Hula Hawaii

The surfing capital of the world serves up a unique beach vibe, geothermal wonders, and lush rain forests.

Mother Nature saved its best for last with the 50th and final member of the Unites States – Hawaii.  Visitors to the archipelago are usually pleasantly surprised to find that Hawaii offers more than tanned surf riders conquering thundering pipelines, smoldering mist as the electric red lava oozes into the ocean, and hip-swaying lei-draped hula dancers.

On the Pacific seabed below, tectonic plates fidget, while above the water the popular islands give another meaning to hotspot.  Of the 19 that make up the Hawaii chain of islands, 6 of them are developed as tourist attractions.  The beaches of Hawaii offer all the usual beach goodies of swim, surf, and snorkel, from popular beaches crowded with likeminded throngs to hidden stretches of unspoiled sand.  Every winter, wave-riders flock to Oahu, while visitors looking for a bit more heat can trek around volcanoes, and discover the many other natural secrets hidden within the islands.

Interesting Facts about Hawaii

  • Of the 13 climatic zones, Big Island boasts 11, ranging from sunny coasts, lush rainforests, to snowcapped peaks.
  • Mauna Kea, also on Big Island, is the tallest sea mountain in the world and measures over 10,000 metres from the sea floor, that's more than 1,000 metres higher than Mount Everest.
  • Originally purchased in 1917 for US$588,000, an early missionary's grandson Harry Baldwin sold Lanai island to James Dole (of Dole Foods) for US$1.1 million in 1922, who then popularized canned pineapples worldwide.
  • The birthplace of hula dancing is believed to be Puu Nana on Molokai. It was invented by the deity of hula Laka, sister of the goddess of fire, Pele.
  • Developed in the 1880s by Portuguese immigrants to Hawaii, the ukulele pervaded the local culture, helped in part by King David Kalakaua – the last reining monarch of the former Kingdom of Hawaii – who also penned the lyrics for the state song Hawaii Ponoi.

Surf: Island Beaches

With each Hawaiian beach boasting its own unique charm, visitors will be hard pressed not to find one that suits the call of the day.  The clear waters and long stretch of sand at Hapuna Beach State Park make it one of the most popular beaches on Big Island, with Waialea Bay, Maniniowali, and Makalawena Beach offering quieter options for snorkeling and swimming.

The island of O'ahu houses about 80 percent of all residents, making it the most developed beach, with the fullest facilities and amenities.  The massive winter waves are legendary, while the pristine waters at Hanauma Bay make it a snorkeler's paradise. To get away from the crowds at Waikiki Beach, Kailua offers myriad water based activities, while the bay-protected waters at Lanikai make it one of the best for travelers with children.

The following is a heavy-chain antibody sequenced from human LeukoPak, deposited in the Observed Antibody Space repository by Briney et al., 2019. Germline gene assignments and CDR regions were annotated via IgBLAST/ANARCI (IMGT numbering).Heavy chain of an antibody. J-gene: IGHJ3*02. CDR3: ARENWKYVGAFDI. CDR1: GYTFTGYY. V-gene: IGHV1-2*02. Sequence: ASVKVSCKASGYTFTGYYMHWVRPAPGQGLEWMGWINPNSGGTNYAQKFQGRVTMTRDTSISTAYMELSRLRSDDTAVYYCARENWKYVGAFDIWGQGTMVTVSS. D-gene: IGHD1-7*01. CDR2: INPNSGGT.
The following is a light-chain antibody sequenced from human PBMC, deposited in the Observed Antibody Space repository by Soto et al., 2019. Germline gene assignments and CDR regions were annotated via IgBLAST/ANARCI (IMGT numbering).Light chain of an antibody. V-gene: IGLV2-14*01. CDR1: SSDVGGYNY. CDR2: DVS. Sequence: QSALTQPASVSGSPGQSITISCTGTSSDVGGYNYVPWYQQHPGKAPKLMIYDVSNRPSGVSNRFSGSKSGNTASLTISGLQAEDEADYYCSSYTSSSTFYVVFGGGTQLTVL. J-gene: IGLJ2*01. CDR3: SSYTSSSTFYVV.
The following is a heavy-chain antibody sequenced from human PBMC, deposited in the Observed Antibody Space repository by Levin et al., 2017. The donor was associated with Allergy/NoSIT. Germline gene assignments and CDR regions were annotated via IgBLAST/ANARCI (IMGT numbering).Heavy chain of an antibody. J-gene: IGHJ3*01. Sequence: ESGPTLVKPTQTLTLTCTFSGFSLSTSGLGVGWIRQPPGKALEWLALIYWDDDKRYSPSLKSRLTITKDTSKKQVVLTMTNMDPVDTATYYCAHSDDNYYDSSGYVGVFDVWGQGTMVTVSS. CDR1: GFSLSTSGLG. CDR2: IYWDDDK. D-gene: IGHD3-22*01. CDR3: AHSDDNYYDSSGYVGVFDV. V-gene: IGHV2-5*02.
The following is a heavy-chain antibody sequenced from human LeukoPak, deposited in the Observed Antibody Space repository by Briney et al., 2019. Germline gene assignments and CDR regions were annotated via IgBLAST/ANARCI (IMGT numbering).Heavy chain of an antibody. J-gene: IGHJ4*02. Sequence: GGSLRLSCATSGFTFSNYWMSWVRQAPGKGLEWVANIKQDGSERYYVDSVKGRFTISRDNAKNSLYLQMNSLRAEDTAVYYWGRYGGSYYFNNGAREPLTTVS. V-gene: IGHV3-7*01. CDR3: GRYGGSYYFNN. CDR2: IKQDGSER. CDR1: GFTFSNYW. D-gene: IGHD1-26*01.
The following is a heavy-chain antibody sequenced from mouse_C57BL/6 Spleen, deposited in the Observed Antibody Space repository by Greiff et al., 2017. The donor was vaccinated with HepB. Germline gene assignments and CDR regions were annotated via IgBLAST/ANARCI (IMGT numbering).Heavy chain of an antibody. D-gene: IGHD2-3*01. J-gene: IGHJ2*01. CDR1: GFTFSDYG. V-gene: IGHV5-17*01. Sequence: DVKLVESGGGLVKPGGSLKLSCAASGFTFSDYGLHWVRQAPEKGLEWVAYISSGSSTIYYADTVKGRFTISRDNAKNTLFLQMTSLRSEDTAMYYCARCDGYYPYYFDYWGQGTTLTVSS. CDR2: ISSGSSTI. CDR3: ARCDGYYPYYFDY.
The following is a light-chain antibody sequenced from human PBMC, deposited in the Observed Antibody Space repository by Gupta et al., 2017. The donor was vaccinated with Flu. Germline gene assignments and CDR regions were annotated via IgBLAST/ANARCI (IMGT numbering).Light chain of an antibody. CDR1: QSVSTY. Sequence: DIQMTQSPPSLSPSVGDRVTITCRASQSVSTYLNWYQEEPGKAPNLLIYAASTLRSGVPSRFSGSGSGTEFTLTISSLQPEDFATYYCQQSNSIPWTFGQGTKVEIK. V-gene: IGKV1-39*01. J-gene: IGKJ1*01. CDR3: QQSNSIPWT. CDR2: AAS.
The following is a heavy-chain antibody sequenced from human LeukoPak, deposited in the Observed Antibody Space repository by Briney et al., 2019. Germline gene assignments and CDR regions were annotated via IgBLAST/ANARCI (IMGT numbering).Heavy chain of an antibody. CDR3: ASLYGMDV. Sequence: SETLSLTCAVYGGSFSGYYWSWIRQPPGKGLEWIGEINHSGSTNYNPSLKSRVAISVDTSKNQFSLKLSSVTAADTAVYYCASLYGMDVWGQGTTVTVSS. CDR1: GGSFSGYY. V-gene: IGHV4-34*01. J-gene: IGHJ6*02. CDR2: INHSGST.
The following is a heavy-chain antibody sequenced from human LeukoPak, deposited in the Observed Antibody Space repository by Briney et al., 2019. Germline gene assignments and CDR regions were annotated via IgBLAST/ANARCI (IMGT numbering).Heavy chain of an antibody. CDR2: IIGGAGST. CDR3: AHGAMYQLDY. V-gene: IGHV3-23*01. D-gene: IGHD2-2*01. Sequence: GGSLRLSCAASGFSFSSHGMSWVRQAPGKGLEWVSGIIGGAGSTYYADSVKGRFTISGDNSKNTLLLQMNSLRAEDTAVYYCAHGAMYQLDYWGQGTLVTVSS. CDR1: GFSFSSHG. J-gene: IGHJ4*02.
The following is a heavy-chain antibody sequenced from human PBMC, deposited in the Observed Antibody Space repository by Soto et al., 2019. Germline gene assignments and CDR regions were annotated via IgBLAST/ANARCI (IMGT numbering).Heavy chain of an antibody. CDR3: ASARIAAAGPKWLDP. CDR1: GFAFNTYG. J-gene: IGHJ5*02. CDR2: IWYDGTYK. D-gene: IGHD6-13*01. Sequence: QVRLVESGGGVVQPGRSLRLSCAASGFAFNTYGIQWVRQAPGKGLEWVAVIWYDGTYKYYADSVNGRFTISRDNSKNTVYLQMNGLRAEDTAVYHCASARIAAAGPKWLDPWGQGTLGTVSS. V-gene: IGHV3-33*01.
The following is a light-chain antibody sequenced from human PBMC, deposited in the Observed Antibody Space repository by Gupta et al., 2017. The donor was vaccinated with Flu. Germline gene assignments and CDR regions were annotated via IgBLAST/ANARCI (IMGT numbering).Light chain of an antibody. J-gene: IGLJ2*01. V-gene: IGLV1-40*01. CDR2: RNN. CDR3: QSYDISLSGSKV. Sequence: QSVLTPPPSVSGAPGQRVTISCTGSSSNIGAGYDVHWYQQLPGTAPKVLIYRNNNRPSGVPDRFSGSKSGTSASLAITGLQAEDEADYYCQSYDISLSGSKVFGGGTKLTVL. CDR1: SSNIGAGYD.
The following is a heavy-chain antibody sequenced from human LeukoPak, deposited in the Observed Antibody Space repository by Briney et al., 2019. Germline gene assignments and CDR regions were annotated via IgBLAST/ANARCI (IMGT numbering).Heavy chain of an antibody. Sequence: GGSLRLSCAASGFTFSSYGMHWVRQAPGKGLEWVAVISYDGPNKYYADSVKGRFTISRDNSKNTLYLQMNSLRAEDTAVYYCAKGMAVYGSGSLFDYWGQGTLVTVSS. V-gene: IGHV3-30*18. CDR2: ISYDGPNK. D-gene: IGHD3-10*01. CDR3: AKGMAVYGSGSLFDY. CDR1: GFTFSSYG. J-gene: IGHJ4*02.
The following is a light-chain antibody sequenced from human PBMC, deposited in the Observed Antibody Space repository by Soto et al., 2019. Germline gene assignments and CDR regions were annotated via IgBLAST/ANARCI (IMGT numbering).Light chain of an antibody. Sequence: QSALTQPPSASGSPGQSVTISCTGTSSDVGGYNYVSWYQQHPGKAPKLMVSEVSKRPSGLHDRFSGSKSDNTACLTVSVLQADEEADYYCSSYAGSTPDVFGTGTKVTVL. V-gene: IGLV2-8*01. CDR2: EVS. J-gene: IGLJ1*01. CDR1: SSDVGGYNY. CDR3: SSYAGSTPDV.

On Maui, Kaanapali has one of the country's most active vibes, with all conceivable water sports, as well as beach volleyball and seaside restaurants. Against the backdrop of verdant mountains, Hanalei Bay on the northernmost island of Kauai is one of the most picturesque, with Mahaulepu great for its coastal hike in addition to monk seal-spotting.

On Lanai, Hulopoe Beach offers excellent snorkeling with teeming marine life exhibiting a riot of colors.   For a romantic getaway from the crowds, Molokai is the least developed of the islands, with quiet Papohaku beach one of the largest in the country but maintaining a remote allure.

Turf: Inland Attractions

In addition to fun in the surf, Hawaii offers several land attractions.  Big Island showcases the raw power of nature, from the primal energy at the Hawaii Volcanoes National Park to waterfalls along the Hamaku Coast, plus verdant botanical gardens and lush rain forests at Hilo. 

Nuuanu Pali on O'ahu not only provides stunning sweeping vistas, but also holds historical importance in the unification of the islands. The 5 historic sites at Pearl Harbor Museum provide a somber reminder of an important past.  Hononulu, in addition of being the capital of the state with modern city facilities, also holds the distinction of being the cultural heart of all the islands.